Tom Izzo: The Reason to Believe in Sparty


Tom Izzo should sit back right now and be happy with his career up until this point. One of the best coaches in Division I history, Izzo has lead the Spartans to 7 Final Fours in his 21 year head coaching career. A coach must be a fantastic leader to lead your team to a Final Four 33% of the time. To put his success in perspective, Izzo has 5 less Final Four appearances than Mike Krzyzewski, but Coach K has been coaching 22 seasons longer than Izzo. Even if the team just sneaks in the tournament, like some thought they did this year, the Spartans are always one of the worst possible match-ups to have in March. I truly believe that Izzo still does not get the respect that he warrants across the nation, and, if I was a recruit, my first stop would have to be with Izzo in Lansing.

Though he has only won one National Championship in 2000, Izzo is, in my opinion the second best coach in the country, behind only Coach K. Many people could argue that John Calipari is a better coach, but, while I agree that he is a great coach with a great coaching background, he always has the best recruiting classes in the country, so he should be able to win games. Last year, according to 247Sports, Izzo and the Spartans had the 50th ranked recruiting class in the country, behind the likes of South Carolina, Illinois, and Creighton, teams that didn’t even make the tournament. His best player in that recruiting class was Lourawls Nairn Jr., who has looked very impressive at times this season. Though having a Top 50 recruiting class is impressive, it is in no way as impressive as Duke and Kentucky, who had the number one and two recruiting classes, respectively.

Izzo was born in Iron Mountain. Michigan, where he became best friends with former NFL coach, Steve Mariucci. In high school, he played football and ran track, but developed a love for his true passion: basketball. He played his college ball at Northern Michigan University, where he was named a Division II All-American during his senior season. After graduation, he became an assistant at his alma mater for 5 years, until he was hired by Michigan State to the same role. In 1991, Jud Heathcote, the head coach at MSU, promoted Izzo to associate head coach. After the 1994-1995 season when Heathcote retired, Izzo was named the head coach by the school. The rest is history.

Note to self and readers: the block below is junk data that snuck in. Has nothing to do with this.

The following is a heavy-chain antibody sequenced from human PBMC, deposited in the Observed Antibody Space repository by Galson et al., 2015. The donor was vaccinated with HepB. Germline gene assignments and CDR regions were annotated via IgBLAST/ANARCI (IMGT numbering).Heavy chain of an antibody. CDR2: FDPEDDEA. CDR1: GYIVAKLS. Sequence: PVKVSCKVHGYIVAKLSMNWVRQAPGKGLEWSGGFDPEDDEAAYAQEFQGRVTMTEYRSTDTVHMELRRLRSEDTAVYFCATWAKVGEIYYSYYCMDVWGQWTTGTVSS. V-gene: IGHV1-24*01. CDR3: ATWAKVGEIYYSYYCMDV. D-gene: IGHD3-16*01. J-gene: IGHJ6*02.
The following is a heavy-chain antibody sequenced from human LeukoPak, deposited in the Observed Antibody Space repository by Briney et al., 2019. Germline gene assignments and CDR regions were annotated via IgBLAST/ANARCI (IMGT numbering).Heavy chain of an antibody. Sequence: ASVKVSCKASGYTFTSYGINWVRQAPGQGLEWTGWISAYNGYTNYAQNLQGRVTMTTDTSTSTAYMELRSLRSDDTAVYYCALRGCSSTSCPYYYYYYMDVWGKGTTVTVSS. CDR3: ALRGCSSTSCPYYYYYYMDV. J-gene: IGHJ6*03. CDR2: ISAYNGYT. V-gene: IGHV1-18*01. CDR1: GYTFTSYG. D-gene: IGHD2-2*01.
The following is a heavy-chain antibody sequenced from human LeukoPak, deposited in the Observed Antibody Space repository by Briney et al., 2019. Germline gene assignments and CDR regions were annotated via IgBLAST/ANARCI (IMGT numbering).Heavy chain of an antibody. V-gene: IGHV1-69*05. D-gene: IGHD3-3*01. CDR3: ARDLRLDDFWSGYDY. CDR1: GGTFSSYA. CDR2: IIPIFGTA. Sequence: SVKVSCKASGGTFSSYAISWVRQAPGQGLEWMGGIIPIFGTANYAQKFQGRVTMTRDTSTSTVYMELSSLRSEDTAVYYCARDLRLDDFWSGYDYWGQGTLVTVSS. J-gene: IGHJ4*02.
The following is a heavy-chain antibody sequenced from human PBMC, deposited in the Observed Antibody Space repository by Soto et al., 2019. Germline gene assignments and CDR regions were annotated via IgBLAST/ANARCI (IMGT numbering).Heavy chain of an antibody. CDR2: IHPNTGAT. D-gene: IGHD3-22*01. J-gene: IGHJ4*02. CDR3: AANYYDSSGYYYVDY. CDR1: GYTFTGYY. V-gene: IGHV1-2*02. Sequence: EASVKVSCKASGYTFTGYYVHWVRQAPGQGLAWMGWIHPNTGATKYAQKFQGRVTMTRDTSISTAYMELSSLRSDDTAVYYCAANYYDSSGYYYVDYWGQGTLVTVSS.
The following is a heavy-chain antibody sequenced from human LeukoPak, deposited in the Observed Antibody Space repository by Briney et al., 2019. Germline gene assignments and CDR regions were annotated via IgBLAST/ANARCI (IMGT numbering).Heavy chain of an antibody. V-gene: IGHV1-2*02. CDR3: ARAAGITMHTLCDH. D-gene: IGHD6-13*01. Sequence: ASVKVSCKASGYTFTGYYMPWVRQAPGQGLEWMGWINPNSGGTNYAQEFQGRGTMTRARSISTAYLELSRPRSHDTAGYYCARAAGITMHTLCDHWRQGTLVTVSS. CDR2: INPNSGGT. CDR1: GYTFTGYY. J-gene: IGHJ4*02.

Izzo has won the most games in Michigan State basketball history, and, most notably, has received invitations to the past 18 NCAA Tournaments. Only two coaches have been invited to more consecutive tournaments; the late, great Dean Smith with 23 and Coach K with 20. Tom Izzo is with elite company with his accomplishments, though it seems that he is overlooked sometimes on the greatest coach debate. Andy Katz, a college basketball analyst at ESPN, actually deemed that Michigan State was the best college basketball program in the country from the years 1998-2007. I would argue that Izzo and the Spartans have been the best basketball program in the country from 1998-2015. Mr. March, a name Izzo has rightfully earned with his teams’ performances in March, has set up one of the strongest and most consistent programs in the nation. He also sets up his players for success at the next level, as 6 of his former players are active in the NBA now, most notably Zach Randolph and Draymond Green.

Many people have called the 2015 Michigan State team’s run in the tournament has been a fluke, as they are not as good as they have been playing. I argue that this is no fluke. Michigan State has been led by players such as Travis Trice and Denzel Valentine, who are by no means bonafide stars. With one of the deepest lineups and, in my opinion, the most underrated coach in the nation still, this team was destined to make a deep run in the tournament. They always do and Tom Izzo, not the players, is the main reason for that.

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